Alternative methods may be more effective

Depending on the contents and purpose of a webpage, you may see greater speed benefits from alternative methods to lazy-loading. For example, if you’re lazy-loading a particular piece of JavaScript, then once the user scrolls down to it, the browser must send a HTTP request to fetch this element. A large number of HTTP requests can affect the speed, latency and responsiveness of a page. Alternatively, by minifying and compressing this script, and bundling it together with other scripts on the page, it can all be loaded quickly during the initial load of the webpage. This would remove any latency issues, reduce the number of HTTP requests made, and can allow all of these scripts to be cached by a browser, saving even more time for returning visitors to your site.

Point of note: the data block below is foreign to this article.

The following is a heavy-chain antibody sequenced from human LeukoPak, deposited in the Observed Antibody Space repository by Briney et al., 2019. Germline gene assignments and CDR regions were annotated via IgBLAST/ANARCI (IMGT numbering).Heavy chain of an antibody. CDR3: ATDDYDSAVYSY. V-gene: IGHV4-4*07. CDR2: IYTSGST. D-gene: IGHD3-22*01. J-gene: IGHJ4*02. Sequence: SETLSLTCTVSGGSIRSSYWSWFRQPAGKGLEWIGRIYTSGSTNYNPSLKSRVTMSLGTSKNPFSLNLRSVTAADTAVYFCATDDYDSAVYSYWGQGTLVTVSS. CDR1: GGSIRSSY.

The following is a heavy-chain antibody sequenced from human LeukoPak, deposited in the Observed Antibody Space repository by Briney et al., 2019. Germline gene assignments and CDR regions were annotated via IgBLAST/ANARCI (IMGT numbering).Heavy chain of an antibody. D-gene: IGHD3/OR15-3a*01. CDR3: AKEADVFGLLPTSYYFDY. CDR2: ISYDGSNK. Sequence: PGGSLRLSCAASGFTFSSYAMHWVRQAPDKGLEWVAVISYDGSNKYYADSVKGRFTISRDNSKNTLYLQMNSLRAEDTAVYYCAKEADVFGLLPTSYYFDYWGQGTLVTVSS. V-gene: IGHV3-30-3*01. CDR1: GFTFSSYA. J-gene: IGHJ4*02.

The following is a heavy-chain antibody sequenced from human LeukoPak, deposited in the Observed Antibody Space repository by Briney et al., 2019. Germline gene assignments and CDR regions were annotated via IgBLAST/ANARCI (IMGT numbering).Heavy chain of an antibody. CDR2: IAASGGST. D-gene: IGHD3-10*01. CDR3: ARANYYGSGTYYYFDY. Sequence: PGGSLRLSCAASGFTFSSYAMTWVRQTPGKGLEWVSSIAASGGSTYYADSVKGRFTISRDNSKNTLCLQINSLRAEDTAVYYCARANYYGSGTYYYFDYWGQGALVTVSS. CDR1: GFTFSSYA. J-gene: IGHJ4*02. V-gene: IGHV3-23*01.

How to implement lazy-loading

There are a number of plugins and apps that can handle the lazy-loading for you via your CMS. If your website uses one of the larger providers, such as WordPress, Shopify, or Squarespace, then you have plenty of options to choose from, some free and some for a minimal cost. Each one offers a number of different functions and customisation options, so it’s best to try some out and see which is right for your website. Here are some examples:  There are also ways to add lazy-loading manually into the code of your website, but unless you have a developer on-hand, it’s far easier to use a plugin. Lazy-loading is undoubtedly a great way to increase the speed of your website, but it’s important to know when to use it. Applying it to the right pages, such as those with lots of images, will be more beneficial than a sweeping “apply to all” approach. Overall, lazy-loading is a win-win – users enjoy a faster, more responsive website, and your website attracts more users, retains them better, and encourages more conversions. Page speed optimisations are just some of the technical SEO services we offer here at Yellowball. Get in touch with us today to find out how we can add value to your website and help you achieve your wider business goals.